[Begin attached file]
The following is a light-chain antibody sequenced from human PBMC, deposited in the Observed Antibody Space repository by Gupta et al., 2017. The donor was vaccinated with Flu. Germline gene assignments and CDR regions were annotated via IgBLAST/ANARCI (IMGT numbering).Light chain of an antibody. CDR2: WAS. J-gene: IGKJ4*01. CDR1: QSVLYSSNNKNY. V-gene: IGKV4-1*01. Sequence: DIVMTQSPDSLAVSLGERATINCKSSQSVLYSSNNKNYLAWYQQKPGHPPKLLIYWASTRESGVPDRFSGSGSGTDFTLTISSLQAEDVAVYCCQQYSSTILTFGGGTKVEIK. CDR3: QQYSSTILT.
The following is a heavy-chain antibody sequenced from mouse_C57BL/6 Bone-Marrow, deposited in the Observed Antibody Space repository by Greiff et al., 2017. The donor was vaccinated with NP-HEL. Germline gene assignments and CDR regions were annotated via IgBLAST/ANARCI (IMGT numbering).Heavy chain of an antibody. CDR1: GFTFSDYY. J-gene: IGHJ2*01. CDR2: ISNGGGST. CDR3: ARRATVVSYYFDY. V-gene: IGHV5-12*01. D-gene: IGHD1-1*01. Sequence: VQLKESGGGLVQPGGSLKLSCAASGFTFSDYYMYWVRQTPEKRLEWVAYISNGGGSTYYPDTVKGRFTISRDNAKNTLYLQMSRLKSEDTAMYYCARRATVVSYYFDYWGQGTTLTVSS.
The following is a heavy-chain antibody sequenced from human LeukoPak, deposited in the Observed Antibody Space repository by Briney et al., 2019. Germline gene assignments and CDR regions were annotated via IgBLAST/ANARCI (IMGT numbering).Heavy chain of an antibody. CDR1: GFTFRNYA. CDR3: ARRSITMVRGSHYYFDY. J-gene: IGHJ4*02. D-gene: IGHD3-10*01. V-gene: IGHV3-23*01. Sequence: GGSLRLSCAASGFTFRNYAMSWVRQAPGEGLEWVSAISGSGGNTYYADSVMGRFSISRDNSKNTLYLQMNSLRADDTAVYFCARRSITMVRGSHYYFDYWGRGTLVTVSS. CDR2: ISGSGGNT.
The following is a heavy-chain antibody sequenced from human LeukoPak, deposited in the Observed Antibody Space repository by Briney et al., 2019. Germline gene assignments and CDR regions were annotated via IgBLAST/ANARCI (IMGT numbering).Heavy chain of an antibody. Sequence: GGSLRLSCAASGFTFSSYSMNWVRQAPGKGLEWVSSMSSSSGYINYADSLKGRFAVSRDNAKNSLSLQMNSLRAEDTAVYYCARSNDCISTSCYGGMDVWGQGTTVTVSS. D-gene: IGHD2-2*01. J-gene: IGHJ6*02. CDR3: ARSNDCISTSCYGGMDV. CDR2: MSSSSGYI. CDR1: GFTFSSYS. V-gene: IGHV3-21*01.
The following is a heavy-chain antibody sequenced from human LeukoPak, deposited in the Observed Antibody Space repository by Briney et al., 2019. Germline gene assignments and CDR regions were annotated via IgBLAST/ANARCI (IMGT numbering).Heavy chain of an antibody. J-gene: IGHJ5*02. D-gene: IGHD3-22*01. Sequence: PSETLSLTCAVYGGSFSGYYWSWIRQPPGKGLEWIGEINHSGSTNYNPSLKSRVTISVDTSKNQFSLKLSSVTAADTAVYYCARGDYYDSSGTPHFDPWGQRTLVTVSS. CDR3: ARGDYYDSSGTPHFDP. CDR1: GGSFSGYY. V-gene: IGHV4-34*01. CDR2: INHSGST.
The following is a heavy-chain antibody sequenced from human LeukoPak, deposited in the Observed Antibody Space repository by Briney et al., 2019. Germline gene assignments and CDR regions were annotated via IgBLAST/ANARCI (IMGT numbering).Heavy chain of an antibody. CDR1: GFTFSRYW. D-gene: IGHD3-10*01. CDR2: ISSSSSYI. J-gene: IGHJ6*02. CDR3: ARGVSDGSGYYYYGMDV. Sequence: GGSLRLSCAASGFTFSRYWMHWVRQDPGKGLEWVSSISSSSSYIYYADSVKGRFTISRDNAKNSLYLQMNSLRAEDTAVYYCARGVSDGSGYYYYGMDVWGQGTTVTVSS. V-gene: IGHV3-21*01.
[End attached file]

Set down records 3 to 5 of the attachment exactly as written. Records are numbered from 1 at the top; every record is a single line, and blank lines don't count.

The following is a heavy-chain antibody sequenced from human LeukoPak, deposited in the Observed Antibody Space repository by Briney et al., 2019. Germline gene assignments and CDR regions were annotated via IgBLAST/ANARCI (IMGT numbering).Heavy chain of an antibody. CDR1: GFTFRNYA. CDR3: ARRSITMVRGSHYYFDY. J-gene: IGHJ4*02. D-gene: IGHD3-10*01. V-gene: IGHV3-23*01. Sequence: GGSLRLSCAASGFTFRNYAMSWVRQAPGEGLEWVSAISGSGGNTYYADSVMGRFSISRDNSKNTLYLQMNSLRADDTAVYFCARRSITMVRGSHYYFDYWGRGTLVTVSS. CDR2: ISGSGGNT.
The following is a heavy-chain antibody sequenced from human LeukoPak, deposited in the Observed Antibody Space repository by Briney et al., 2019. Germline gene assignments and CDR regions were annotated via IgBLAST/ANARCI (IMGT numbering).Heavy chain of an antibody. Sequence: GGSLRLSCAASGFTFSSYSMNWVRQAPGKGLEWVSSMSSSSGYINYADSLKGRFAVSRDNAKNSLSLQMNSLRAEDTAVYYCARSNDCISTSCYGGMDVWGQGTTVTVSS. D-gene: IGHD2-2*01. J-gene: IGHJ6*02. CDR3: ARSNDCISTSCYGGMDV. CDR2: MSSSSGYI. CDR1: GFTFSSYS. V-gene: IGHV3-21*01.
The following is a heavy-chain antibody sequenced from human LeukoPak, deposited in the Observed Antibody Space repository by Briney et al., 2019. Germline gene assignments and CDR regions were annotated via IgBLAST/ANARCI (IMGT numbering).Heavy chain of an antibody. J-gene: IGHJ5*02. D-gene: IGHD3-22*01. Sequence: PSETLSLTCAVYGGSFSGYYWSWIRQPPGKGLEWIGEINHSGSTNYNPSLKSRVTISVDTSKNQFSLKLSSVTAADTAVYYCARGDYYDSSGTPHFDPWGQRTLVTVSS. CDR3: ARGDYYDSSGTPHFDP. CDR1: GGSFSGYY. V-gene: IGHV4-34*01. CDR2: INHSGST.